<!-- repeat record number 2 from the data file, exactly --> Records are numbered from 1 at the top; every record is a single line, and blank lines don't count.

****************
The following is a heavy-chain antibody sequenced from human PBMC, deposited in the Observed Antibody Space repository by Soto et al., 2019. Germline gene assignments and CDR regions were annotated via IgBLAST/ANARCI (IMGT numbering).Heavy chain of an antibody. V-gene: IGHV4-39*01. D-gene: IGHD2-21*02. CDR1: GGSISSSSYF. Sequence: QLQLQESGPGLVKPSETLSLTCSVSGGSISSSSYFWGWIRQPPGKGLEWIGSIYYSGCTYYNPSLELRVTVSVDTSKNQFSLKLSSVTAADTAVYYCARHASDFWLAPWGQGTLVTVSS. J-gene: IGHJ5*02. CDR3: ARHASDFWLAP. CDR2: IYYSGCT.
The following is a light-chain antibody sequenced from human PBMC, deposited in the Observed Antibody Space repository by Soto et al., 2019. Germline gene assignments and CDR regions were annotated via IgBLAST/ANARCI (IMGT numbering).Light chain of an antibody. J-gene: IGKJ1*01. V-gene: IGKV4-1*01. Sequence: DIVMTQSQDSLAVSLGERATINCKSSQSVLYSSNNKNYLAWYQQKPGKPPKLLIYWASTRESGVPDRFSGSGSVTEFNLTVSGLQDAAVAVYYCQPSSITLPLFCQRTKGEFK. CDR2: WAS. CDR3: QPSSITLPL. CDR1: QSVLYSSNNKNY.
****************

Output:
The following is a light-chain antibody sequenced from human PBMC, deposited in the Observed Antibody Space repository by Soto et al., 2019. Germline gene assignments and CDR regions were annotated via IgBLAST/ANARCI (IMGT numbering).Light chain of an antibody. J-gene: IGKJ1*01. V-gene: IGKV4-1*01. Sequence: DIVMTQSQDSLAVSLGERATINCKSSQSVLYSSNNKNYLAWYQQKPGKPPKLLIYWASTRESGVPDRFSGSGSVTEFNLTVSGLQDAAVAVYYCQPSSITLPLFCQRTKGEFK. CDR2: WAS. CDR3: QPSSITLPL. CDR1: QSVLYSSNNKNY.